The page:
Move enough. Exercise has been proven to be a big contributor to our health. It is also a way in which we metabolize stress hormones, which we have a lot of in benzo withdrawal/BIND! We want to find our “Goldilocks” amount of exercise— not too much, not too little. This will vary from one person to another and may vary for individuals on any day. The goal is to move the body gently. Walking, swimming, stretching, yoga, and other gentle movements are the best. Vigorous cardio or weight training can increase symptoms and should be avoided until one is healed.
Stress Less. Reducing stress in all areas of our lives is a good thing. Avoid social media, negative benzo forums, the news, politics, confrontations, energy vampires, loud noises, too much stimulation, etc. Protecting your fragile nervous system is important. Understanding your autonomic nervous system is also important. That is why I teach my clients and support group members polyvagal theory. Knowing that “state drives story” helps us better cope with intrusive thoughts, anxiety, depression, guilt, shame, etc., that we feel in withdrawal/BIND. Acceptance and patience go a long way to reducing stress, too. Fighting with life, with reality, only stirs up our nervous system even more.
Love well. The fourth cornerstone is, I believe, the least understood. Most people think it means to feel love, but actually, it means to BE love. Being love means we are kind, caring, compassionate, forgiving, grateful, humble, serving others, and generous. It also means that we are curious, filled with awe and wonder. These ways of being in the world are an outward focus. It’s not about us. This outward focus helps our nervous system move out of the protect state of fight, flight, freeze and into the connect state, which is a ventral vagal response. The connect state is our default state. It is where we are the healthiest and happiest. These ways of being can grow more connections to a region in our brain that helps to reduce anxiety and depression. Embracing the fourth cornerstone also means we are more likely to have healthy relationships with others. That is critical, as a healthy connection with others is a biological imperative. We are designed to need one another. The Golden Rule of social neuroscience is that a regulated nervous system will co-regulate a dysregulated nervous system. This is why we feel better when we are in the presence of someone we feel safe with and they are calm and comforting.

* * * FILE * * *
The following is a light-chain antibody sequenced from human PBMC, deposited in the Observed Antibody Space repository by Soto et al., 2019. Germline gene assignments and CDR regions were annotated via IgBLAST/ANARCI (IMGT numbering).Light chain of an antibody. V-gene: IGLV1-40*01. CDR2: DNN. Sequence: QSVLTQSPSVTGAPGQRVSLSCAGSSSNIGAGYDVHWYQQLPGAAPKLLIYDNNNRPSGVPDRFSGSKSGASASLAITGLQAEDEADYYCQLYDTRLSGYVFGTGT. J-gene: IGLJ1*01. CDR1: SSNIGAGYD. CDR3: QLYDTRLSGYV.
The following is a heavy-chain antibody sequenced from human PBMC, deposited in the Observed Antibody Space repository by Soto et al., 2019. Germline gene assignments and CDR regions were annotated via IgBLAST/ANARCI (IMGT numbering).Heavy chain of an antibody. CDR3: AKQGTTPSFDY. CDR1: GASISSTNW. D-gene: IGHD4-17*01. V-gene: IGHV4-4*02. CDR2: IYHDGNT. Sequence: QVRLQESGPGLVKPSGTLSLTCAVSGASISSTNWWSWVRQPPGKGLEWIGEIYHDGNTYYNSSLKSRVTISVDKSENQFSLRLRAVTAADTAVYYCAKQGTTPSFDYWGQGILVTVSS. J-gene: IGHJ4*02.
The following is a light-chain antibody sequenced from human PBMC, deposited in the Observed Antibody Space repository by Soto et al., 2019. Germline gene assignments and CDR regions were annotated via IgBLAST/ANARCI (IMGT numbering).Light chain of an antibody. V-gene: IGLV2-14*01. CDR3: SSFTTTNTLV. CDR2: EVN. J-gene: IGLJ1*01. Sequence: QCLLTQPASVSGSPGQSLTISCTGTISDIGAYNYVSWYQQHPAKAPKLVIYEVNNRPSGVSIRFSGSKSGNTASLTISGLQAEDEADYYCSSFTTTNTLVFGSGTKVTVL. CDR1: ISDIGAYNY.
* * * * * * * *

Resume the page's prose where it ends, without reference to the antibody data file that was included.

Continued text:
Yes, my friends, I am tired. The needless suffering breaks my heart and burdens my soul. But it doesn’t stop me. I am on a crusade to help those who have been damaged by a benzodiazepine or any other psych med. I am dedicated to reducing suffering and educating the medical community about the dangers of benzodiazepines and the health benefits of the four cornerstones of well-being. At the first of the year, I roll out a course for therapists and coaches so they can better help their patients and clients.
Just because we can’t stop the medical community’s ignorance and harm today doesn’t mean that we won’t stop it SOMEDAY. I’ll never give up the fight.
I’ll never stop believing in and loving you.
Keep healing. We really do recover. I’m living proof, as are millions more.